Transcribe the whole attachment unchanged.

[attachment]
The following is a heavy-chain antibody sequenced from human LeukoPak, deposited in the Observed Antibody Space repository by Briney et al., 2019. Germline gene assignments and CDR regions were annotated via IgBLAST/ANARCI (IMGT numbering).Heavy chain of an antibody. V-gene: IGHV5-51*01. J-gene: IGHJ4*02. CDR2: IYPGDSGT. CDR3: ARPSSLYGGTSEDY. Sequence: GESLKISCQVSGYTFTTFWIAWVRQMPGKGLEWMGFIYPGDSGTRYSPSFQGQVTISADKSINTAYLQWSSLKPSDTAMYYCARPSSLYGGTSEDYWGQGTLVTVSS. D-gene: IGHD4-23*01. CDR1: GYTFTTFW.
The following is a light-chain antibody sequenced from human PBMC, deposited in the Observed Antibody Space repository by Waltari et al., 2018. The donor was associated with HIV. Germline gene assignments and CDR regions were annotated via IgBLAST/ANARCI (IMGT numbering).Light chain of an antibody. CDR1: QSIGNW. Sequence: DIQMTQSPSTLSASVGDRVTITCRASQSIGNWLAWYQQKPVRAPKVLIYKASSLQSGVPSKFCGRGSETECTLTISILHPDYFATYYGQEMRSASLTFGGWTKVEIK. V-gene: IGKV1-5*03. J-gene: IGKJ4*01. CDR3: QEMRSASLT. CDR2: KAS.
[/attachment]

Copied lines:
The following is a heavy-chain antibody sequenced from human LeukoPak, deposited in the Observed Antibody Space repository by Briney et al., 2019. Germline gene assignments and CDR regions were annotated via IgBLAST/ANARCI (IMGT numbering).Heavy chain of an antibody. V-gene: IGHV5-51*01. J-gene: IGHJ4*02. CDR2: IYPGDSGT. CDR3: ARPSSLYGGTSEDY. Sequence: GESLKISCQVSGYTFTTFWIAWVRQMPGKGLEWMGFIYPGDSGTRYSPSFQGQVTISADKSINTAYLQWSSLKPSDTAMYYCARPSSLYGGTSEDYWGQGTLVTVSS. D-gene: IGHD4-23*01. CDR1: GYTFTTFW.
The following is a light-chain antibody sequenced from human PBMC, deposited in the Observed Antibody Space repository by Waltari et al., 2018. The donor was associated with HIV. Germline gene assignments and CDR regions were annotated via IgBLAST/ANARCI (IMGT numbering).Light chain of an antibody. CDR1: QSIGNW. Sequence: DIQMTQSPSTLSASVGDRVTITCRASQSIGNWLAWYQQKPVRAPKVLIYKASSLQSGVPSKFCGRGSETECTLTISILHPDYFATYYGQEMRSASLTFGGWTKVEIK. V-gene: IGKV1-5*03. J-gene: IGKJ4*01. CDR3: QEMRSASLT. CDR2: KAS.